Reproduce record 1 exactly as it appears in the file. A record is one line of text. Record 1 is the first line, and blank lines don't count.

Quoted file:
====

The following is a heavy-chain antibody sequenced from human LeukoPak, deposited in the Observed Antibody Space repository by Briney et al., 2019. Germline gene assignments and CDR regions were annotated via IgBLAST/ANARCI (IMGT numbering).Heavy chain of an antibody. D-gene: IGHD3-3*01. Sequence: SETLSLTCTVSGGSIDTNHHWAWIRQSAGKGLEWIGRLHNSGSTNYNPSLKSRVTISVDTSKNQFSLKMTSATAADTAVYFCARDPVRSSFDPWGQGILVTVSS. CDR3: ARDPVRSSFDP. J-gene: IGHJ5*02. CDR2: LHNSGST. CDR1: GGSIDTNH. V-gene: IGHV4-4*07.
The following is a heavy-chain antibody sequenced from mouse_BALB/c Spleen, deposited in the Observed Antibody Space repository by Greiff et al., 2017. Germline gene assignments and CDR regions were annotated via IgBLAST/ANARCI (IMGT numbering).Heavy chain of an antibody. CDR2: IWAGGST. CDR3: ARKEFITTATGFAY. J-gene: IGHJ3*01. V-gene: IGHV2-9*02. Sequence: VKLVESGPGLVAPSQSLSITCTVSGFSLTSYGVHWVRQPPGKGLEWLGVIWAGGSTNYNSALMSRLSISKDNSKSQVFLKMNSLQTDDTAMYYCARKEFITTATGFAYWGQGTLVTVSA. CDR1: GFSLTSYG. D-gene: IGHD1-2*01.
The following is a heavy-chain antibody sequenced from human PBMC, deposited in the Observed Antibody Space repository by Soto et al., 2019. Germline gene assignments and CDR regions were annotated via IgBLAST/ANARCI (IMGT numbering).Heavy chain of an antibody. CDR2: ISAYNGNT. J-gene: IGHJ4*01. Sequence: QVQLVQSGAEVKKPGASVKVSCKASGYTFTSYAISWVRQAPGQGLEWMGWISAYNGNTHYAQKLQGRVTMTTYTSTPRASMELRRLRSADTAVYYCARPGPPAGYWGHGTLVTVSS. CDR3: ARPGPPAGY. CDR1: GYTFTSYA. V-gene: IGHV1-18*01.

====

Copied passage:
The following is a heavy-chain antibody sequenced from human LeukoPak, deposited in the Observed Antibody Space repository by Briney et al., 2019. Germline gene assignments and CDR regions were annotated via IgBLAST/ANARCI (IMGT numbering).Heavy chain of an antibody. D-gene: IGHD3-3*01. Sequence: SETLSLTCTVSGGSIDTNHHWAWIRQSAGKGLEWIGRLHNSGSTNYNPSLKSRVTISVDTSKNQFSLKMTSATAADTAVYFCARDPVRSSFDPWGQGILVTVSS. CDR3: ARDPVRSSFDP. J-gene: IGHJ5*02. CDR2: LHNSGST. CDR1: GGSIDTNH. V-gene: IGHV4-4*07.